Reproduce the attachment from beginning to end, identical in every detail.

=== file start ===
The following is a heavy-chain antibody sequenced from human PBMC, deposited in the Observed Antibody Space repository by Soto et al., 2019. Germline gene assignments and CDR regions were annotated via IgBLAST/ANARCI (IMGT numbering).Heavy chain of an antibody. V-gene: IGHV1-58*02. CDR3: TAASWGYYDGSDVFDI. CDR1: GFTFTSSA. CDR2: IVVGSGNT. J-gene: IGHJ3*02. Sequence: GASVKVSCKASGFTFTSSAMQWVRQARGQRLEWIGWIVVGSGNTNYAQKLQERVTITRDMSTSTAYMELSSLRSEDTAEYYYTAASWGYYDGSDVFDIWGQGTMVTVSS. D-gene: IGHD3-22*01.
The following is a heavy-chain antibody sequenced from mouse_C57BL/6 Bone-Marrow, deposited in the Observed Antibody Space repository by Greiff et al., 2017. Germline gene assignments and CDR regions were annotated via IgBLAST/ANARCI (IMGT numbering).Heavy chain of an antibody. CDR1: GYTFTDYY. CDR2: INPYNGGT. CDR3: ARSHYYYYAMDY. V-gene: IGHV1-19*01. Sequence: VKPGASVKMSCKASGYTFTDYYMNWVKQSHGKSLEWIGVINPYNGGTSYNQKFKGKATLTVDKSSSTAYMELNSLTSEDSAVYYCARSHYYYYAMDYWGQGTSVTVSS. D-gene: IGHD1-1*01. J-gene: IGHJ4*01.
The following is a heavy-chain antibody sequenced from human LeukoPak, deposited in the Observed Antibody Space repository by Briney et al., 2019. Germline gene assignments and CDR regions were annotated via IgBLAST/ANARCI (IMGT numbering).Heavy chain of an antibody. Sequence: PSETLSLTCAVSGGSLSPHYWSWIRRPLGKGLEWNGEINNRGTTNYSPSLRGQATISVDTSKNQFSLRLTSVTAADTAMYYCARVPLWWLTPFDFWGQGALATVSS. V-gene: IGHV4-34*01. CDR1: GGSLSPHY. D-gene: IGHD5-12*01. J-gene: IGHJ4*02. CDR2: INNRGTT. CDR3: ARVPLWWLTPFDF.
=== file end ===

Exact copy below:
The following is a heavy-chain antibody sequenced from human PBMC, deposited in the Observed Antibody Space repository by Soto et al., 2019. Germline gene assignments and CDR regions were annotated via IgBLAST/ANARCI (IMGT numbering).Heavy chain of an antibody. V-gene: IGHV1-58*02. CDR3: TAASWGYYDGSDVFDI. CDR1: GFTFTSSA. CDR2: IVVGSGNT. J-gene: IGHJ3*02. Sequence: GASVKVSCKASGFTFTSSAMQWVRQARGQRLEWIGWIVVGSGNTNYAQKLQERVTITRDMSTSTAYMELSSLRSEDTAEYYYTAASWGYYDGSDVFDIWGQGTMVTVSS. D-gene: IGHD3-22*01.
The following is a heavy-chain antibody sequenced from mouse_C57BL/6 Bone-Marrow, deposited in the Observed Antibody Space repository by Greiff et al., 2017. Germline gene assignments and CDR regions were annotated via IgBLAST/ANARCI (IMGT numbering).Heavy chain of an antibody. CDR1: GYTFTDYY. CDR2: INPYNGGT. CDR3: ARSHYYYYAMDY. V-gene: IGHV1-19*01. Sequence: VKPGASVKMSCKASGYTFTDYYMNWVKQSHGKSLEWIGVINPYNGGTSYNQKFKGKATLTVDKSSSTAYMELNSLTSEDSAVYYCARSHYYYYAMDYWGQGTSVTVSS. D-gene: IGHD1-1*01. J-gene: IGHJ4*01.
The following is a heavy-chain antibody sequenced from human LeukoPak, deposited in the Observed Antibody Space repository by Briney et al., 2019. Germline gene assignments and CDR regions were annotated via IgBLAST/ANARCI (IMGT numbering).Heavy chain of an antibody. Sequence: PSETLSLTCAVSGGSLSPHYWSWIRRPLGKGLEWNGEINNRGTTNYSPSLRGQATISVDTSKNQFSLRLTSVTAADTAMYYCARVPLWWLTPFDFWGQGALATVSS. V-gene: IGHV4-34*01. CDR1: GGSLSPHY. D-gene: IGHD5-12*01. J-gene: IGHJ4*02. CDR2: INNRGTT. CDR3: ARVPLWWLTPFDF.